Eye HealthLifestyle Topics
"No Rub" a No Go
To prevent infection, use the "rub and rinse" method to clean your contacts, even with "no rub" solutions.
Eye Protection at Home
Every household should have at least one pair of ANSI-approved protective eyewear for risky activities.
Blood Sugar and Eye Exams
Control your blood sugar for several days before a routine eye exam to ensure you get a proper prescription for eyeglasses.
Tell Your MDs All Your Rx
If you have glaucoma, tell your Eye MD all medications you take, and tell your other doctors about your glaucoma medication.
Sleep Apnea and Glaucoma
Research shows that those with sleep apnea are more likely to develop glaucoma. Get treated to save your sight.
What Is an Ophthalmologist?
Are You Fit at 40?
A baseline eye exam is recommended at age 40, when the signs of disease and changes in vision may start to occur.
A Healthy New Year's Resolution for Your Eyes
Each year as the New Year approaches, people around the world resolve to make changes that will result in longer, happier and healthier lives. Often people are determined to lose weight while others are committed to kicking unhealthy habits such as smoking. This year EyeCare America would like to add "Get a Glaucoma Eye Exam!" to the list of healthy resolutions and Glaucoma Awareness Month in January is the perfect time to do it.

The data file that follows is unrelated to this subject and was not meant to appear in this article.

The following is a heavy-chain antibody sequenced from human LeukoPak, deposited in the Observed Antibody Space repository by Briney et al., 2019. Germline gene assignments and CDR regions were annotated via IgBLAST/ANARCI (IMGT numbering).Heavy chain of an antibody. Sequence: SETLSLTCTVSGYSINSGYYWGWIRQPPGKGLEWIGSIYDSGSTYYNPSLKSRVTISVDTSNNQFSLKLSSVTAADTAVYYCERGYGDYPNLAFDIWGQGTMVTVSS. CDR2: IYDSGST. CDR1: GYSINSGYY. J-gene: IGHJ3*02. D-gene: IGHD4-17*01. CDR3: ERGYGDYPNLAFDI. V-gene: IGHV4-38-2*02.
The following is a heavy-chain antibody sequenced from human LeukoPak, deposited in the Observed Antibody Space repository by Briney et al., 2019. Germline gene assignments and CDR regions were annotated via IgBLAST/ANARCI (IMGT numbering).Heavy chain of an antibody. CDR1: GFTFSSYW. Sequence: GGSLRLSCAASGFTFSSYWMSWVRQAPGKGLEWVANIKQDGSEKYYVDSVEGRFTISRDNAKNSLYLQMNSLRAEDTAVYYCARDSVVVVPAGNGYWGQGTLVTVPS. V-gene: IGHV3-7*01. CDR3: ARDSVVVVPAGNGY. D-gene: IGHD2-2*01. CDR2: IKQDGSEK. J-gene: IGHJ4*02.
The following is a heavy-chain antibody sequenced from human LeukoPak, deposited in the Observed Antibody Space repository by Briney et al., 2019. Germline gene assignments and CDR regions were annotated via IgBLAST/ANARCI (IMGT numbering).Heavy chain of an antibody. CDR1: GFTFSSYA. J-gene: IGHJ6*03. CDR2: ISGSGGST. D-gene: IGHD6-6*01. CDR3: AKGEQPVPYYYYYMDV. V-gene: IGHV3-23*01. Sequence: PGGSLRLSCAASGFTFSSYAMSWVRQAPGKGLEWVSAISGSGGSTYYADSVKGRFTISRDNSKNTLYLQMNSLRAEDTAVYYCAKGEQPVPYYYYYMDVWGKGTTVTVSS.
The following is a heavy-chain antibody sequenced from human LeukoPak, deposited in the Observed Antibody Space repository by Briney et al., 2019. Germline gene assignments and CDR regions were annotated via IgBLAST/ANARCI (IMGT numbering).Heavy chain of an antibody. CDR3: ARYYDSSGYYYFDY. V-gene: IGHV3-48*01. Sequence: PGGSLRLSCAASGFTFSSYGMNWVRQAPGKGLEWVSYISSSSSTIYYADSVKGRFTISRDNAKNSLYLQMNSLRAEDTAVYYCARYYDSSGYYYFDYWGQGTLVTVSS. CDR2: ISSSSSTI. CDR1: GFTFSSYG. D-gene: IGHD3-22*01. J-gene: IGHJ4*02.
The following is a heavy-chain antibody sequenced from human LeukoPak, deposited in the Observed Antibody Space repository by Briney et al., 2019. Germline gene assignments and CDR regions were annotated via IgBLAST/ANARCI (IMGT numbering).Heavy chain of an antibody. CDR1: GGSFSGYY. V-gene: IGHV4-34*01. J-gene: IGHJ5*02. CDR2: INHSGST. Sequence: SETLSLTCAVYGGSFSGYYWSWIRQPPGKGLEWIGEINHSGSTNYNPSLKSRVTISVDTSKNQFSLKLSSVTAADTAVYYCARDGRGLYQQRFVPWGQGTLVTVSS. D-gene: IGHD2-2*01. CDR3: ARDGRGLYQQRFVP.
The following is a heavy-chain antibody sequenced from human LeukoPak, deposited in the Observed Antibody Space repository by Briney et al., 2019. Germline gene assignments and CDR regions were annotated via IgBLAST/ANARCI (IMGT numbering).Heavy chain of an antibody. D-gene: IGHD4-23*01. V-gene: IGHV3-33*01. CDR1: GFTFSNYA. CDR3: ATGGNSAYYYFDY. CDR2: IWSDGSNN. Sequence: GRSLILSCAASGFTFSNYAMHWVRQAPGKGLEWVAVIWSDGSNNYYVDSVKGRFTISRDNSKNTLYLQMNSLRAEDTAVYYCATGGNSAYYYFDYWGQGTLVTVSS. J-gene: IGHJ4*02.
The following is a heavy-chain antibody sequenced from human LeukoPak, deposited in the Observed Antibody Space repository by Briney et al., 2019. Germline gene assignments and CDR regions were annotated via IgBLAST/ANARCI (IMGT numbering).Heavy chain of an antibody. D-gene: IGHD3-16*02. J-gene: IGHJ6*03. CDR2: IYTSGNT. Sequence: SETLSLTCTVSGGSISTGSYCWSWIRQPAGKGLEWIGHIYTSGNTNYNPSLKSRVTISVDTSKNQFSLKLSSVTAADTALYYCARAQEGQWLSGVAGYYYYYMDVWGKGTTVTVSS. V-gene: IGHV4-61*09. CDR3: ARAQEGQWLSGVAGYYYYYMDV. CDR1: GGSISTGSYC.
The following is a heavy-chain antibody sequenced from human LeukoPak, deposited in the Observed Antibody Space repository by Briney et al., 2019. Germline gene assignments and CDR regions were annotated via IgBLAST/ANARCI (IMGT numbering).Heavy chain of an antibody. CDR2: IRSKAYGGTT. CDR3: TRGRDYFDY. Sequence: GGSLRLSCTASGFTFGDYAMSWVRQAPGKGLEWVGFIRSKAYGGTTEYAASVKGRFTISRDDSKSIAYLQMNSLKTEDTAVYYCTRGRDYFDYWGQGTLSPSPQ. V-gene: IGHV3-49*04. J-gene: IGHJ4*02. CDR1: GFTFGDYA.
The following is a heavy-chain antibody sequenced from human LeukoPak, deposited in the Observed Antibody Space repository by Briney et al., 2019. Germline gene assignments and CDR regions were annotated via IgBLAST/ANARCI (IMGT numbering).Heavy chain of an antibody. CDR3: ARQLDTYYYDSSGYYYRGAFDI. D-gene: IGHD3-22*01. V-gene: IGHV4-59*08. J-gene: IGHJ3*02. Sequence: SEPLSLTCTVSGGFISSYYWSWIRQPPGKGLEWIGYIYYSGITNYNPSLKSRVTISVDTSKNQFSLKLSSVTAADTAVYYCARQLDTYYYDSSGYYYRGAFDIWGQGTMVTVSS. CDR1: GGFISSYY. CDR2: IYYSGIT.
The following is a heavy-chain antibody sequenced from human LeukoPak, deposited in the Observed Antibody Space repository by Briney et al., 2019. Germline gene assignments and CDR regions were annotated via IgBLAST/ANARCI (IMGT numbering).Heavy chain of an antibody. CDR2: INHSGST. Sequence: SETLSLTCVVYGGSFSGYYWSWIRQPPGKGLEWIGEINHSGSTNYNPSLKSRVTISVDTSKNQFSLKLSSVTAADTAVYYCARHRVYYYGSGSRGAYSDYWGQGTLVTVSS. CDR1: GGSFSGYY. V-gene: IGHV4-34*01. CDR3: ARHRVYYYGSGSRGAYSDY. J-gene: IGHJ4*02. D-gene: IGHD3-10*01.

In honor of Glaucoma Awareness Month taking place in January, EyeCare America, a public service program of the Foundation of the American Academy of Ophthalmology, encourages those without insurance to take advantage of its national glaucoma eye exam program. The program offers free glaucoma eye exams for those who are uninsured and considered to be at increased risk for glaucoma. To find out if they are eligible to receive a referral for an eye exam, those interested should visit www.eyecareamerica.org. All eligible patients receive a referral to one of EyeCare America's 7,000 volunteer ophthalmologists who provide an examination for glaucoma. Uninsured patients receive this care at no charge.
"Glaucoma normally progresses so slowly that there are usually no warning signs before permanent damage has occurred to the eye," said EyeCare America volunteer ophthalmologist, M. Roy Wilson, MD. "It is vital to educate the American public about the importance of a yearly eye exam to increase early detection and treatment of glaucoma to help prevent vision loss."
What is glaucoma?
In a healthy eye, clear fluid is constantly being made behind the iris and leaving the eye through a microscopic drainage canal in the front of the eye. If this drainage channel becomes blocked, the pressure inside the eye goes up and often causes glaucoma damage to the optic nerve. This is the nerve that connects the eye to the brain so damage to it causes loss of vision.
Who is at risk?
While the causes of glaucoma are not completely known, we do know that risk factors for its development include a family history of glaucoma, race and older age. Glaucoma may affect people of any age from newborns to the elderly but is more common in adults as they approach their senior years. African-Americans, Hispanics and people with diabetes are also at increased risk of developing the disease.
The EyeCare America program is designed for people who:
- Are U.S. citizens or legal residents;
- Have not had an eye exam in 12 months or more; and
- Are deemed to be at increased risk for glaucoma (as determined by family history, race, age).
More information can be found at www.eyecareamerica.org.
Page updated: Dec. 18, 2013